Johnny Rutherford is a three-time winner at the Indianapolis 500, but he got there by way of NASCAR, as the Kansas-born, Texas-domiciled Indy car legend explains to RACER editor David Malsher.
I raced the fair circuit for three or four years and started developing a name for myself in sprint cars and in the winter of '62/'63, I got a call from a car dealer friend of mine in Dallas, who asked me if I'd ever thought about running the Daytona 500. I said, “Well, yeah, I'd like to do that,” and he said, “I've got a friend building a new car for the race and he wants to talk to you.” So we went to Dallas and sat down in his office and called this guy, and he said down the phone, “Yeah, he's right here,” handed me the phone and said, “Here, talk to Smokey Yunick.” I could hardly talk! He asked me when I could go down to his place, and I said, “I'll be there tomorrow!”
So I went to Daytona...but I'd never driven anything bigger than a mile or anything other than on dirt, so a 2.5-mile high-banked superspeedway was something a little different. However, my tutors for that race were Glenn Fireball Roberts and Joe Weatherley. Little Joe was busy trying to get his car sorted out, but Fireball helped me quite a bit, and I went out to qualify. I set a new track record for Daytona and a new world record for stock cars on a closed course, and I won one of the 100-mile qualifying races. Today, that makes me one of six drivers in history to win their first-ever NASCAR race.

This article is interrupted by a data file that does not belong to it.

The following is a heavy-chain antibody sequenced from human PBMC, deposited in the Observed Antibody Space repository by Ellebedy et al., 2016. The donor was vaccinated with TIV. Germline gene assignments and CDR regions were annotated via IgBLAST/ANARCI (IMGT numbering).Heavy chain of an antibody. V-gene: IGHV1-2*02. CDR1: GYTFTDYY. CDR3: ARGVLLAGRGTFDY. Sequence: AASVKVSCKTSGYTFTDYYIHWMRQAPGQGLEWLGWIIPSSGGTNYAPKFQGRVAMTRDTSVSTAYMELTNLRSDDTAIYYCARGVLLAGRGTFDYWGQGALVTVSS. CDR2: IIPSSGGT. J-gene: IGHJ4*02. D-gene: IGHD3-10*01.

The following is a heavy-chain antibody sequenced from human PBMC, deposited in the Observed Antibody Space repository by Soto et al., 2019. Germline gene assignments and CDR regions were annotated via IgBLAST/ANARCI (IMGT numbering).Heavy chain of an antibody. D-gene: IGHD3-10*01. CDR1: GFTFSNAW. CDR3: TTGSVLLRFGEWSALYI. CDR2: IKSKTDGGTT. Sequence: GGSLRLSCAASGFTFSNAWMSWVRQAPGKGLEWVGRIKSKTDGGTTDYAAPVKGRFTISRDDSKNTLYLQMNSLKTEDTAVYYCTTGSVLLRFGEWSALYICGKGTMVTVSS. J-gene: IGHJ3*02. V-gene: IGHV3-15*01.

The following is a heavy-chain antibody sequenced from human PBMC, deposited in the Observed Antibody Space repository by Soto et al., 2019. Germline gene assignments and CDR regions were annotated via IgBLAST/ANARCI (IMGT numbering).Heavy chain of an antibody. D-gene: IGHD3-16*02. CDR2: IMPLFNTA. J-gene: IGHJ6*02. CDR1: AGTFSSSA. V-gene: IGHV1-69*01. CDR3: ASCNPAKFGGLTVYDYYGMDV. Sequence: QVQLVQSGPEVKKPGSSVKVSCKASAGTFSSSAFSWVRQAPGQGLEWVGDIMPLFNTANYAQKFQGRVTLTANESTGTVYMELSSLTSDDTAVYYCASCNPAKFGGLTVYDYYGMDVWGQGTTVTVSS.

I'm not saying that to boast, though. My point is that it put my stock way up among some major players in the racing world and I got a call from a car owner in Indianapolis to take a test at the Speedway. So I jumped on that. Smokey asked me if I wanted to stay in NASCAR, but I told him that my heart lay in Indianapolis, and he understood that because he was a big fan of Indy. Committing to USAC meant you could no longer do the “outlaw” racing like the Fair circuit anymore, and you had to run three races without incident on your temporary permit and then you had a full-time license.
BELOW: Lone Star JR's years at Indy took him from the Watson roadster
of his rookie year to the ground-effect Chaparral in which he won his third "500" in 1980.
o I went to the Speedway and got my driver's test in, but probably the biggest thing to happen to me that year was that I met my wife Betty and we were married that year. It was the last phase of my driver's test and we rolled out on pit lane and down to the North end to get ready for my first run. There was this cute little blonde standing up next to the fence, and I winked at her – I recall she winked back, she says she waved back, but be that as it may…
I then rolled out and started my test and had a problem with the car, but [chief steward] Harlan Fengler said I could complete it the next day. So I was walking back to the garage area past a first aid station and I didn't know that Betty was a registered nurse at Methodist Hospital but there she was, standing there talking to friends who were working there and my first words to her were, “Haven't I seen you some place before?” Real clever…